“That may sound like a bad thing, but it’s actually good because it gives it a lot of attention and will make it easier for us to help restore it,” said Dalton City Administrator Ty Ross.
The Hamilton family donated the store to the city two years ago. And the council approved a $12,000 repair for the roof earlier this year.
“That was the first thing to be done to stop the leaking. But it needs a wholesale renovation, which will be much more expensive,” Ross said.
City officials estimate fully restoring the building, including the roof work, will cost $190,000 to $200,000.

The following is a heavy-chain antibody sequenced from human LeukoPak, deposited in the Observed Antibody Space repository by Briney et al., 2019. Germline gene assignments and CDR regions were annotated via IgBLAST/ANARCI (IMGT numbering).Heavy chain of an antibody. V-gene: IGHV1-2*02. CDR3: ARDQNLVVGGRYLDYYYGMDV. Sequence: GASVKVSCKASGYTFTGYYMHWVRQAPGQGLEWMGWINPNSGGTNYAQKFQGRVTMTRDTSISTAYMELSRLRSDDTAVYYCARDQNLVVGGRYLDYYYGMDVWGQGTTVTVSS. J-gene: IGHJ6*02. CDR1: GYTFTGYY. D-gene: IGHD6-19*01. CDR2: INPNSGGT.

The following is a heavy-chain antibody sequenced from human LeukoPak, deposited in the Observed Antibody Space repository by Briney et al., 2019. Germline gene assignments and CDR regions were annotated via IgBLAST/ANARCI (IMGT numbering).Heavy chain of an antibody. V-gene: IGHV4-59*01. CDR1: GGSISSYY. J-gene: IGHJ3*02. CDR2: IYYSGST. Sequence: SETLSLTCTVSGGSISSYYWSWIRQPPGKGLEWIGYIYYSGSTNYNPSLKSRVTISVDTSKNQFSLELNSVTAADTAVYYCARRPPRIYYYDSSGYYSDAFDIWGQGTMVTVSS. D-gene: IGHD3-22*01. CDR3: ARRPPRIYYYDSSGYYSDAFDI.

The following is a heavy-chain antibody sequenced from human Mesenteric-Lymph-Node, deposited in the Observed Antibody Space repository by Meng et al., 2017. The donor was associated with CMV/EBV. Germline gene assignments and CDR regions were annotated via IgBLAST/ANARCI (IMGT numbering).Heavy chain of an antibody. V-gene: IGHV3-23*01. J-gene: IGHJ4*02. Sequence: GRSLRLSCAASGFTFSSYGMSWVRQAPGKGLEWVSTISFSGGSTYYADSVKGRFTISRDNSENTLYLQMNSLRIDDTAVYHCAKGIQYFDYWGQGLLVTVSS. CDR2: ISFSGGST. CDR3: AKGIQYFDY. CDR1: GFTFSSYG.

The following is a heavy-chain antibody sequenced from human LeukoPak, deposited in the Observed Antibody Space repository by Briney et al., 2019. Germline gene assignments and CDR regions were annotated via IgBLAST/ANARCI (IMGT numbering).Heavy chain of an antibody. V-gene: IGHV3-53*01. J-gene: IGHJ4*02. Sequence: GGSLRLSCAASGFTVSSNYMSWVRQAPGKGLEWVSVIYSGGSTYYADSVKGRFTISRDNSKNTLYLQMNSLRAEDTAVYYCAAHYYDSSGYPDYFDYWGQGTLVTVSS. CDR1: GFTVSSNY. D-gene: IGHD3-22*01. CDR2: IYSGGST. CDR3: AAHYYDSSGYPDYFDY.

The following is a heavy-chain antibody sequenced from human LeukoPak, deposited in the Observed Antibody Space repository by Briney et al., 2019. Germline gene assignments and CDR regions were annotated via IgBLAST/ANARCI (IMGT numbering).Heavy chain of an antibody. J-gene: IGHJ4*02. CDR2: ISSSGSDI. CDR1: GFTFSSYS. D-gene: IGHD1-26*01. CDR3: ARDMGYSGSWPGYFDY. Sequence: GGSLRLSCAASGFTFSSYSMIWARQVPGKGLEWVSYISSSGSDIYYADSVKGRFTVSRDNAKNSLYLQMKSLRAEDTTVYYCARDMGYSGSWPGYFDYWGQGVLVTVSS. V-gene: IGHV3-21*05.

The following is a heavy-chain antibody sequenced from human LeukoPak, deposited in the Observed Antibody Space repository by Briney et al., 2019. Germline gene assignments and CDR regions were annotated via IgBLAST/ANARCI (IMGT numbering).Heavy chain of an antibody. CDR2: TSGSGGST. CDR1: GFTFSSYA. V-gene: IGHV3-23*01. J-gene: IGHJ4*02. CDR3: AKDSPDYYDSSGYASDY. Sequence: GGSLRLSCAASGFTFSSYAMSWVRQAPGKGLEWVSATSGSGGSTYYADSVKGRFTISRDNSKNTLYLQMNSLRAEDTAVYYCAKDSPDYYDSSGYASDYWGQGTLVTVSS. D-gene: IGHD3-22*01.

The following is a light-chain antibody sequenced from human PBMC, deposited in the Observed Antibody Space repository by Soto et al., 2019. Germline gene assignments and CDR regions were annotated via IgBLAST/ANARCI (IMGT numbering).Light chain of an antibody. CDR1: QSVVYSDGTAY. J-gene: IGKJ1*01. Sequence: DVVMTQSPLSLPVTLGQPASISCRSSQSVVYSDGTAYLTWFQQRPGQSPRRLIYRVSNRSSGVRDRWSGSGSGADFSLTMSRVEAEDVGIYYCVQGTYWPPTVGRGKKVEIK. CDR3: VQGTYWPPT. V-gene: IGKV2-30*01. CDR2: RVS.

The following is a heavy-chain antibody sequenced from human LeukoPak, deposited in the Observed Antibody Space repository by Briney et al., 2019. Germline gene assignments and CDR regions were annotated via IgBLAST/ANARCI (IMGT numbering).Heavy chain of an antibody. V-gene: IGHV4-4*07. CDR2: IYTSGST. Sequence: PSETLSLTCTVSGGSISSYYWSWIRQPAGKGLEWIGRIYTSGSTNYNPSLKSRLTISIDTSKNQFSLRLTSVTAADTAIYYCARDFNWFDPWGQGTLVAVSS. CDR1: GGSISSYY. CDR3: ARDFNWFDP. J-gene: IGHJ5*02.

“We don’t have a funding source for that yet,” Ross said.
Ross said the city has been talking with the Whitfield-Murray Historical Society about how to best use the store.
“The discussions have focused on using it to show the evolution of the bedspread industry to the carpet industry and basically making it a bedspread museum,” Ross said.
The store was built in the late 19th century and served as the company store for Crown Mill workers for decades.
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